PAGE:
The result of not examining individuals’ politics is, obviously, a very unpolitical book. It makes no attempt to understand or explain the politics involved. Safran instead roundly focuses on religion. While religion does have a part to play in this story, I don’t believe it is at the centre of what is happening amongst “Australian Deplorables.” Everyone has bigger agendas to push than religion – whether that be a return to White Australia, or fighting back against capitalism. Those who profess to have strong religious beliefs, are not content with simply practicing their religion- there is an element of a crusade about it, and at least some political dimension. Not a single sentence in his book is dedicated to the discussion that filled column inches, placards, and the shouts across police lines: is the current wave of Islamophobia in Australian society racist? There is no discussion about the intersection of Islamaphobia and racism. Those who are involved in anti-Muslim politics are described as racists, but there is no discussion around how this particular strain of racism is a product of current global politics.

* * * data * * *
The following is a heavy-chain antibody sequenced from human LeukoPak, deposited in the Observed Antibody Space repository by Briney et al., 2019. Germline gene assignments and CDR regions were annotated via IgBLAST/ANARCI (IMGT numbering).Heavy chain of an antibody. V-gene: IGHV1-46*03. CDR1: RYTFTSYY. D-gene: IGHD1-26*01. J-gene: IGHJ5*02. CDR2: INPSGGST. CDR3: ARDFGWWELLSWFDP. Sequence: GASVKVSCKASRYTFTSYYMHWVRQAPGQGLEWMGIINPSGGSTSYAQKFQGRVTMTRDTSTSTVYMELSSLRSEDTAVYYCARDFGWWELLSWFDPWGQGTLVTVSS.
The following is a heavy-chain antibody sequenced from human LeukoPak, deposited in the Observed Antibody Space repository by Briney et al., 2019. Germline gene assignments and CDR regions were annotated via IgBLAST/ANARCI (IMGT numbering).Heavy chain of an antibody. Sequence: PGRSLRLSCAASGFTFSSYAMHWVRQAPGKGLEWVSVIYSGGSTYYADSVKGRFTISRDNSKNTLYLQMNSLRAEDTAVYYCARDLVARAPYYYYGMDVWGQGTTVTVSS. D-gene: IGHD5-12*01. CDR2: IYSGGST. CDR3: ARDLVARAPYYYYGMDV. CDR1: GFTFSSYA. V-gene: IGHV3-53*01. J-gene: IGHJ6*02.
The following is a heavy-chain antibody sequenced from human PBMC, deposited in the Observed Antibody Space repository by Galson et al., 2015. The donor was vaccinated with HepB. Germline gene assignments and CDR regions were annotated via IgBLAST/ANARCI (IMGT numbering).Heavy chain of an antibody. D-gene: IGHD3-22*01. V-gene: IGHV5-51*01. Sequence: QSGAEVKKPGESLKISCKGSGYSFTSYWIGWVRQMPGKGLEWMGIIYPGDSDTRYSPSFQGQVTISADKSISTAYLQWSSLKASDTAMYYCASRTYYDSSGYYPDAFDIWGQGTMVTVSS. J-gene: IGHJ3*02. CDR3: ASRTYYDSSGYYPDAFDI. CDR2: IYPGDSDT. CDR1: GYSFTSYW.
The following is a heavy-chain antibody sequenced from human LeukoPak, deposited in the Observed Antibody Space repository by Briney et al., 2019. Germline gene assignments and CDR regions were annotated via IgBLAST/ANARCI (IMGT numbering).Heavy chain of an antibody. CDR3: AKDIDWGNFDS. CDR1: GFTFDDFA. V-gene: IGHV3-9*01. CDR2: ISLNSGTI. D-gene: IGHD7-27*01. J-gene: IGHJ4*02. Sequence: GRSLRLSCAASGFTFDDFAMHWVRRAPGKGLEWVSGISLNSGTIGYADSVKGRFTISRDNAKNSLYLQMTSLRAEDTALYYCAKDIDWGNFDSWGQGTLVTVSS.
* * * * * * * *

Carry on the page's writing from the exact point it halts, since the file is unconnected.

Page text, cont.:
Safran’s failure to examine both the broader political landscape and people’s individual politics makes the characters on all sides of this story less relatable than they most likely are in real life. It is easy to laugh at a character study of Jim Saleam or the anarchist “ninjas”. As Safran depoliticizes them, they are as two dimensional and stereotypical as the Channel 9 news would like us to believe. This is a disservice to everyone involved. How can we combat racism and Islamaphobia without understanding where it comes from? And similarly, how can the ideas of anti-fascism, socialism or anarchism be shared and understood when the only representation of these people are hokey stereotypes, devoid of motivations and ideology.